The exercise of this discretion can be challenged where the contracting officer knows that the government’s requirements can be satisfied at a lower cost using competitive procedures


ATA Defense Industries, Inc. v. The United States, United States Court of Federal Claims (1997)

Addressed the use of MAS for purchasing “incidentals”


ATA sought to enjoin a purchase order for various products and services from Casell’s schedule for upgrading Army tanks

  • 65% of products and services were on Casell’s schedule
  • 35% were not on schedule

Contracting officer originally attempted to justify the use of the schedule for the purchase of the non-schedule items by arguing that use of schedule was necessary as an urgent and compelling procurement

Court did not buy argument

Government then made a “post hoc” argument i.e., after the fact, that use of schedule was available for purchase of products and services that are “incidental” to the schedule items

The incidentals were not treated as items that were within the “scope” of Casell’s schedule.

There was no argument that Casell’s schedule could be modified to include the incidentals as an “in scope” change


Court rejected the “incidental” argument in this case and enjoined the government.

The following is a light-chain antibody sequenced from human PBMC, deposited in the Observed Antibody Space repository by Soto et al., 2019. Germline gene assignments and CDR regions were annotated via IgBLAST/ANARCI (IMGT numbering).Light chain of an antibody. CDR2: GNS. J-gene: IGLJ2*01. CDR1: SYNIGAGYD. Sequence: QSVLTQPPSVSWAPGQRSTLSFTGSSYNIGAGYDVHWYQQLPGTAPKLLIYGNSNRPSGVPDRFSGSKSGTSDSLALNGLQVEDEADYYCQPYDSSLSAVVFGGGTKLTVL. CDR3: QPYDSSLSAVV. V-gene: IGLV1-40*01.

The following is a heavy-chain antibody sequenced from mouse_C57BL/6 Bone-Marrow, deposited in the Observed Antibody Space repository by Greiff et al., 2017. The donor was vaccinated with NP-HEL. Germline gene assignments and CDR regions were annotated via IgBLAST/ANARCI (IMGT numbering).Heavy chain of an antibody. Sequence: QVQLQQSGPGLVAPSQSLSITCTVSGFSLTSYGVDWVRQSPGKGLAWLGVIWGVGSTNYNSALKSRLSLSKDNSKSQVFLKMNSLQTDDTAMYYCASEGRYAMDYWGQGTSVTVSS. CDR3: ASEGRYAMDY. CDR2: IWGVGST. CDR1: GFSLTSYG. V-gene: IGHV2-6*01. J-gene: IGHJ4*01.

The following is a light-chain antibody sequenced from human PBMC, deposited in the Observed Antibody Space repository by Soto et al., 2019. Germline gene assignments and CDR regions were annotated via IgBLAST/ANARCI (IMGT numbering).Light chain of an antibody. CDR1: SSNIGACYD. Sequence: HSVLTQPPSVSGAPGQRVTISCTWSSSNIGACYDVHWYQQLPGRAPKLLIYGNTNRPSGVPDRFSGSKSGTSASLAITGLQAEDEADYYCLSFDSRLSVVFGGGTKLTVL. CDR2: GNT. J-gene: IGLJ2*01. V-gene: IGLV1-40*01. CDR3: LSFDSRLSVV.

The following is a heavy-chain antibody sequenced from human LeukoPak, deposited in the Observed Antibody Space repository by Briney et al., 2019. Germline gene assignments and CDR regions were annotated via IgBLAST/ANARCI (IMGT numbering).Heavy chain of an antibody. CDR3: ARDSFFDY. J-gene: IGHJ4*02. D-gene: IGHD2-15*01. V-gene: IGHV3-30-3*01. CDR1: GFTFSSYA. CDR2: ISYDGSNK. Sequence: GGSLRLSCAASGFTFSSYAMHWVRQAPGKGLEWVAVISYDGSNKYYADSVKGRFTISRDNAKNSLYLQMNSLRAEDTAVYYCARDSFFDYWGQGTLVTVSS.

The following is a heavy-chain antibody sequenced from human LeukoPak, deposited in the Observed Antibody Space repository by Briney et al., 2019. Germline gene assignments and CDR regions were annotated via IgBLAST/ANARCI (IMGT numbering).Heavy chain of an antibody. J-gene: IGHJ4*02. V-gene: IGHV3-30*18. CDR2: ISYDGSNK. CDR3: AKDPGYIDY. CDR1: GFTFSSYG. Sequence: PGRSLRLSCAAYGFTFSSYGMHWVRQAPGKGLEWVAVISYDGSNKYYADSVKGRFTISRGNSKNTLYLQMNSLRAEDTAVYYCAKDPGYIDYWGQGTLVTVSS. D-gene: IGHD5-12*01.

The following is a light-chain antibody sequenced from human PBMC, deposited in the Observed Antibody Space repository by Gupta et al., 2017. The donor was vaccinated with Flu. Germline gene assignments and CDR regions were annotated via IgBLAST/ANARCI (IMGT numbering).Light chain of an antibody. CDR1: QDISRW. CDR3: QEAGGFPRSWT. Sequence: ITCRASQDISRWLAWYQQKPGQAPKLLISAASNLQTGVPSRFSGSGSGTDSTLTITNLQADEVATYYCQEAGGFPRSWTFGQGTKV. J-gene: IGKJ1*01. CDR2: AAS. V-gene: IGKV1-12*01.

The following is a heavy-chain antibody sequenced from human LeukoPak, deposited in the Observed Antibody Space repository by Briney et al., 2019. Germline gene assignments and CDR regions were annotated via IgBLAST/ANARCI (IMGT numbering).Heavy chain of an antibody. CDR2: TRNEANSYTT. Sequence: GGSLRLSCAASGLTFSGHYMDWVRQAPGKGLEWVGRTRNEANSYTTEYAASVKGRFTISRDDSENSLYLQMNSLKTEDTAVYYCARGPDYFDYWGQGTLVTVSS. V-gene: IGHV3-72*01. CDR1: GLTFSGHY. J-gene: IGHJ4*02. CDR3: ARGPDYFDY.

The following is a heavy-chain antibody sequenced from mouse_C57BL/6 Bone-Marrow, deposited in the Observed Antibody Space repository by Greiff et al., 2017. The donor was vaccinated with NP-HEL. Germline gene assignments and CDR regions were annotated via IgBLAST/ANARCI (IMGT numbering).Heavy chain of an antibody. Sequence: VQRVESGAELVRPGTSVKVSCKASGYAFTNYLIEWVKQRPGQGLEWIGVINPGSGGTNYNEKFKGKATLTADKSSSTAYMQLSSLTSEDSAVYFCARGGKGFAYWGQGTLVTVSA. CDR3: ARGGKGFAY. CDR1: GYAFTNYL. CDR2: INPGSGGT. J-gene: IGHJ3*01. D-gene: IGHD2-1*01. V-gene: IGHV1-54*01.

There is no “incidentals” exception to the requirement for full and open competition.

Authority of an agency to purchase against FSS does not extend to incidentals and does not exempt use of competitive procedures in procuring incidentals

What about the other 65% – Was use of the schedule appropriate only for the 65%?

The Court ruled that the agency is required to choose the competitive procedure that is best suited under the circumstances of the procurement, and if resort to FSS is not best suited, i.e. for the remaining 65%, it is inconsistent with the C.O,s obligation to choose that route i.e., it might be more efficient to purchase everything as a competitive procurement.

Compare ATA with Vion Corporation, B-275063.2, 97-1 CPD para 53.

Vion complained that DISA purchased a number of items from Severn that were not included in Severn’s contract

Severn responded that these additional items are incidental to and necessary for the configuration and operation of the items that were purchased.

GAO approved the purchase by noting that the schedule appears to include the purchase of components that would make the equipment functional and thus the components were considered incidental items that were also “within the scope of Severn’s FSS contract.

Incidentals that are “within scope” of the contract may be okay

Furthermore, GAO held (pre-ATA) that an agency may procure FSS items and non-FSS items that are incidental to FSS items so long as they meet the needs of the ordering agency and offer the lowest aggregate price, and if the cost of the non-FSS items is small compared to the total cost of the procurement.